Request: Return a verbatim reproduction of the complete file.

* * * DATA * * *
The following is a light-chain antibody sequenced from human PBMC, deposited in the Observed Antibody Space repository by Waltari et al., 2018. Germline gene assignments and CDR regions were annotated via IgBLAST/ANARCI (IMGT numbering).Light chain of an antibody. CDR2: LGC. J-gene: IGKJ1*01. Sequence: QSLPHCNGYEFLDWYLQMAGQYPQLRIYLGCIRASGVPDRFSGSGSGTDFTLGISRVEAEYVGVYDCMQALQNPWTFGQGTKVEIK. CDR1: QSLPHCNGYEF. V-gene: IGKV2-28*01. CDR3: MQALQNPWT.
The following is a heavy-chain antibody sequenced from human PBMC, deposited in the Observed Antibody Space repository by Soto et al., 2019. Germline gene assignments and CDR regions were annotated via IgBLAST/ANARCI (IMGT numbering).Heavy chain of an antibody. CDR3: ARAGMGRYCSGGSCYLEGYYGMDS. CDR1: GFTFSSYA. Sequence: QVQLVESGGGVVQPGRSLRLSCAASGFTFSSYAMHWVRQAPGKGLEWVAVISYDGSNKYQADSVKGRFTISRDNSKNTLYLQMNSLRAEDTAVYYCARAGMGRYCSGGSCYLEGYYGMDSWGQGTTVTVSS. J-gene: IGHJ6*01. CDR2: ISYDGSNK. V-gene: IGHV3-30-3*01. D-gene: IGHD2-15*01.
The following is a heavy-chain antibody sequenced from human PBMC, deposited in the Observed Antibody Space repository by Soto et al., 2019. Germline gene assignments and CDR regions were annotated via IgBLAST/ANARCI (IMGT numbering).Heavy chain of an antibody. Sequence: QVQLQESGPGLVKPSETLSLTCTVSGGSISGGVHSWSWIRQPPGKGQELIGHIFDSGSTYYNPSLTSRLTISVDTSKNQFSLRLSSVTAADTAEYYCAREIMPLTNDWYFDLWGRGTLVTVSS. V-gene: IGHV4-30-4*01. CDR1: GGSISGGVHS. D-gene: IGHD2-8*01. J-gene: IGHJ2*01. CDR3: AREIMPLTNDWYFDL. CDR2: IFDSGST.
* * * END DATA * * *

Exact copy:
The following is a light-chain antibody sequenced from human PBMC, deposited in the Observed Antibody Space repository by Waltari et al., 2018. Germline gene assignments and CDR regions were annotated via IgBLAST/ANARCI (IMGT numbering).Light chain of an antibody. CDR2: LGC. J-gene: IGKJ1*01. Sequence: QSLPHCNGYEFLDWYLQMAGQYPQLRIYLGCIRASGVPDRFSGSGSGTDFTLGISRVEAEYVGVYDCMQALQNPWTFGQGTKVEIK. CDR1: QSLPHCNGYEF. V-gene: IGKV2-28*01. CDR3: MQALQNPWT.
The following is a heavy-chain antibody sequenced from human PBMC, deposited in the Observed Antibody Space repository by Soto et al., 2019. Germline gene assignments and CDR regions were annotated via IgBLAST/ANARCI (IMGT numbering).Heavy chain of an antibody. CDR3: ARAGMGRYCSGGSCYLEGYYGMDS. CDR1: GFTFSSYA. Sequence: QVQLVESGGGVVQPGRSLRLSCAASGFTFSSYAMHWVRQAPGKGLEWVAVISYDGSNKYQADSVKGRFTISRDNSKNTLYLQMNSLRAEDTAVYYCARAGMGRYCSGGSCYLEGYYGMDSWGQGTTVTVSS. J-gene: IGHJ6*01. CDR2: ISYDGSNK. V-gene: IGHV3-30-3*01. D-gene: IGHD2-15*01.
The following is a heavy-chain antibody sequenced from human PBMC, deposited in the Observed Antibody Space repository by Soto et al., 2019. Germline gene assignments and CDR regions were annotated via IgBLAST/ANARCI (IMGT numbering).Heavy chain of an antibody. Sequence: QVQLQESGPGLVKPSETLSLTCTVSGGSISGGVHSWSWIRQPPGKGQELIGHIFDSGSTYYNPSLTSRLTISVDTSKNQFSLRLSSVTAADTAEYYCAREIMPLTNDWYFDLWGRGTLVTVSS. V-gene: IGHV4-30-4*01. CDR1: GGSISGGVHS. D-gene: IGHD2-8*01. J-gene: IGHJ2*01. CDR3: AREIMPLTNDWYFDL. CDR2: IFDSGST.